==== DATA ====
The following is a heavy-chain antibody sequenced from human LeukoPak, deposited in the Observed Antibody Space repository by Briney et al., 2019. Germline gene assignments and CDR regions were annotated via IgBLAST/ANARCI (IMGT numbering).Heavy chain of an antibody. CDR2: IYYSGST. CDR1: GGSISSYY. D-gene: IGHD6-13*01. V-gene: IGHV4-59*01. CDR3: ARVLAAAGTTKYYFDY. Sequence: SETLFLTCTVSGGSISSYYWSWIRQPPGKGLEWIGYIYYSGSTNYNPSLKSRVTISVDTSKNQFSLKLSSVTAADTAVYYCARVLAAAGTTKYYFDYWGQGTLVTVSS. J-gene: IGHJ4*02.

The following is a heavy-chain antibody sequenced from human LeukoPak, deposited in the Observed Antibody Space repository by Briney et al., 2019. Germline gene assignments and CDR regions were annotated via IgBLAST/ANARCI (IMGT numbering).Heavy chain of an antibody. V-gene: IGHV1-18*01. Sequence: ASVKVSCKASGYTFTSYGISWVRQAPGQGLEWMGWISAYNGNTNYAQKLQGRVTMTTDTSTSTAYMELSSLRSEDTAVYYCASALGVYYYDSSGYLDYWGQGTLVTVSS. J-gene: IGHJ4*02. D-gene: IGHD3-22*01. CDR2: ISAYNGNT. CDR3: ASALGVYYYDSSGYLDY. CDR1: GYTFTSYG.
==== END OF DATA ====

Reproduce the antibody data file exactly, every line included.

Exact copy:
The following is a heavy-chain antibody sequenced from human LeukoPak, deposited in the Observed Antibody Space repository by Briney et al., 2019. Germline gene assignments and CDR regions were annotated via IgBLAST/ANARCI (IMGT numbering).Heavy chain of an antibody. CDR2: IYYSGST. CDR1: GGSISSYY. D-gene: IGHD6-13*01. V-gene: IGHV4-59*01. CDR3: ARVLAAAGTTKYYFDY. Sequence: SETLFLTCTVSGGSISSYYWSWIRQPPGKGLEWIGYIYYSGSTNYNPSLKSRVTISVDTSKNQFSLKLSSVTAADTAVYYCARVLAAAGTTKYYFDYWGQGTLVTVSS. J-gene: IGHJ4*02.

The following is a heavy-chain antibody sequenced from human LeukoPak, deposited in the Observed Antibody Space repository by Briney et al., 2019. Germline gene assignments and CDR regions were annotated via IgBLAST/ANARCI (IMGT numbering).Heavy chain of an antibody. V-gene: IGHV1-18*01. Sequence: ASVKVSCKASGYTFTSYGISWVRQAPGQGLEWMGWISAYNGNTNYAQKLQGRVTMTTDTSTSTAYMELSSLRSEDTAVYYCASALGVYYYDSSGYLDYWGQGTLVTVSS. J-gene: IGHJ4*02. D-gene: IGHD3-22*01. CDR2: ISAYNGNT. CDR3: ASALGVYYYDSSGYLDY. CDR1: GYTFTSYG.